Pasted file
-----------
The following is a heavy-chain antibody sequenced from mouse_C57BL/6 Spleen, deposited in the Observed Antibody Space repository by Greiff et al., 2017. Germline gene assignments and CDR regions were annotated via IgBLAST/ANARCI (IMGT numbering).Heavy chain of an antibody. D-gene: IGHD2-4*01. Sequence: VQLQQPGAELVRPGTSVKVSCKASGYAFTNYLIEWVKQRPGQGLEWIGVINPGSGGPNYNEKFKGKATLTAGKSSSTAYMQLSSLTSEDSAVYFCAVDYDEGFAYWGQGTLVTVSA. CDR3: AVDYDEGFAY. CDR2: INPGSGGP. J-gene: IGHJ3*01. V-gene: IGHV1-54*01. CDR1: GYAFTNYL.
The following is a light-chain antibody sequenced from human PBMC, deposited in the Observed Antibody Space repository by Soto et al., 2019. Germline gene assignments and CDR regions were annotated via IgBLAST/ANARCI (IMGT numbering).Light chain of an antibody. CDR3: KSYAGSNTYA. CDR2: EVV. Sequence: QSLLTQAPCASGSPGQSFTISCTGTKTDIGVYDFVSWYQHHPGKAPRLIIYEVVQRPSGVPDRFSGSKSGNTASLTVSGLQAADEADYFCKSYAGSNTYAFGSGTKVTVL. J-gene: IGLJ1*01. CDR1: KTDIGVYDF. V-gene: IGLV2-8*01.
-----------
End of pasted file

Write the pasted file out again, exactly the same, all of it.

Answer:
The following is a heavy-chain antibody sequenced from mouse_C57BL/6 Spleen, deposited in the Observed Antibody Space repository by Greiff et al., 2017. Germline gene assignments and CDR regions were annotated via IgBLAST/ANARCI (IMGT numbering).Heavy chain of an antibody. D-gene: IGHD2-4*01. Sequence: VQLQQPGAELVRPGTSVKVSCKASGYAFTNYLIEWVKQRPGQGLEWIGVINPGSGGPNYNEKFKGKATLTAGKSSSTAYMQLSSLTSEDSAVYFCAVDYDEGFAYWGQGTLVTVSA. CDR3: AVDYDEGFAY. CDR2: INPGSGGP. J-gene: IGHJ3*01. V-gene: IGHV1-54*01. CDR1: GYAFTNYL.
The following is a light-chain antibody sequenced from human PBMC, deposited in the Observed Antibody Space repository by Soto et al., 2019. Germline gene assignments and CDR regions were annotated via IgBLAST/ANARCI (IMGT numbering).Light chain of an antibody. CDR3: KSYAGSNTYA. CDR2: EVV. Sequence: QSLLTQAPCASGSPGQSFTISCTGTKTDIGVYDFVSWYQHHPGKAPRLIIYEVVQRPSGVPDRFSGSKSGNTASLTVSGLQAADEADYFCKSYAGSNTYAFGSGTKVTVL. J-gene: IGLJ1*01. CDR1: KTDIGVYDF. V-gene: IGLV2-8*01.